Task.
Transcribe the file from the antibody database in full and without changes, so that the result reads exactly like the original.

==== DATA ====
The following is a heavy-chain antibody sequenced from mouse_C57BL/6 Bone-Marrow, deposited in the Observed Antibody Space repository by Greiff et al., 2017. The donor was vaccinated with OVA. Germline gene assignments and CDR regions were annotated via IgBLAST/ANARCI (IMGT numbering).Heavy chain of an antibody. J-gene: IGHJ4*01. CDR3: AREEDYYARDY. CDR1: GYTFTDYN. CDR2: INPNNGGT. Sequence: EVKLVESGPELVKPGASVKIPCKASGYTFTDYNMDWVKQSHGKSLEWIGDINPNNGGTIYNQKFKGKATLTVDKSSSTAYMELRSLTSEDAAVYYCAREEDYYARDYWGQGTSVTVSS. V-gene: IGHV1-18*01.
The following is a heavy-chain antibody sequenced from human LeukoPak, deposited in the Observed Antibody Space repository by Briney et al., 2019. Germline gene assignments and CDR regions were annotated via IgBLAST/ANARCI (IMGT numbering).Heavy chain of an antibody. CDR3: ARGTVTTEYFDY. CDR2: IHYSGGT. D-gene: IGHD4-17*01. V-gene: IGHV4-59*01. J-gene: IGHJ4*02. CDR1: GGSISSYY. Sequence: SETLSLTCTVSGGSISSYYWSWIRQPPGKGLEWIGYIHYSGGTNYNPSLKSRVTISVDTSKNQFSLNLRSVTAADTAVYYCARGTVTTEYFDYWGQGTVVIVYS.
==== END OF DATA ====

The following is a heavy-chain antibody sequenced from mouse_C57BL/6 Bone-Marrow, deposited in the Observed Antibody Space repository by Greiff et al., 2017. The donor was vaccinated with OVA. Germline gene assignments and CDR regions were annotated via IgBLAST/ANARCI (IMGT numbering).Heavy chain of an antibody. J-gene: IGHJ4*01. CDR3: AREEDYYARDY. CDR1: GYTFTDYN. CDR2: INPNNGGT. Sequence: EVKLVESGPELVKPGASVKIPCKASGYTFTDYNMDWVKQSHGKSLEWIGDINPNNGGTIYNQKFKGKATLTVDKSSSTAYMELRSLTSEDAAVYYCAREEDYYARDYWGQGTSVTVSS. V-gene: IGHV1-18*01.
The following is a heavy-chain antibody sequenced from human LeukoPak, deposited in the Observed Antibody Space repository by Briney et al., 2019. Germline gene assignments and CDR regions were annotated via IgBLAST/ANARCI (IMGT numbering).Heavy chain of an antibody. CDR3: ARGTVTTEYFDY. CDR2: IHYSGGT. D-gene: IGHD4-17*01. V-gene: IGHV4-59*01. J-gene: IGHJ4*02. CDR1: GGSISSYY. Sequence: SETLSLTCTVSGGSISSYYWSWIRQPPGKGLEWIGYIHYSGGTNYNPSLKSRVTISVDTSKNQFSLNLRSVTAADTAVYYCARGTVTTEYFDYWGQGTVVIVYS.